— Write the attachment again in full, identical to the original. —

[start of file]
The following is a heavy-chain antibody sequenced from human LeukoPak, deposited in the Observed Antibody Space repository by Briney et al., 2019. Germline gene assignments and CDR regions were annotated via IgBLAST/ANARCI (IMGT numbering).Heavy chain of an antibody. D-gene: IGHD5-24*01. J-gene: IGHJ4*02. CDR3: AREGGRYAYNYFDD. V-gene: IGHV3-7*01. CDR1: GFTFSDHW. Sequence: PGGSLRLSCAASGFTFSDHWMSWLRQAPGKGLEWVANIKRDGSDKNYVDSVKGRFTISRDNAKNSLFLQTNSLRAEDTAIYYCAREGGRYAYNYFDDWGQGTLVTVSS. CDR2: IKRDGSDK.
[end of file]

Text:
The following is a heavy-chain antibody sequenced from human LeukoPak, deposited in the Observed Antibody Space repository by Briney et al., 2019. Germline gene assignments and CDR regions were annotated via IgBLAST/ANARCI (IMGT numbering).Heavy chain of an antibody. D-gene: IGHD5-24*01. J-gene: IGHJ4*02. CDR3: AREGGRYAYNYFDD. V-gene: IGHV3-7*01. CDR1: GFTFSDHW. Sequence: PGGSLRLSCAASGFTFSDHWMSWLRQAPGKGLEWVANIKRDGSDKNYVDSVKGRFTISRDNAKNSLFLQTNSLRAEDTAIYYCAREGGRYAYNYFDDWGQGTLVTVSS. CDR2: IKRDGSDK.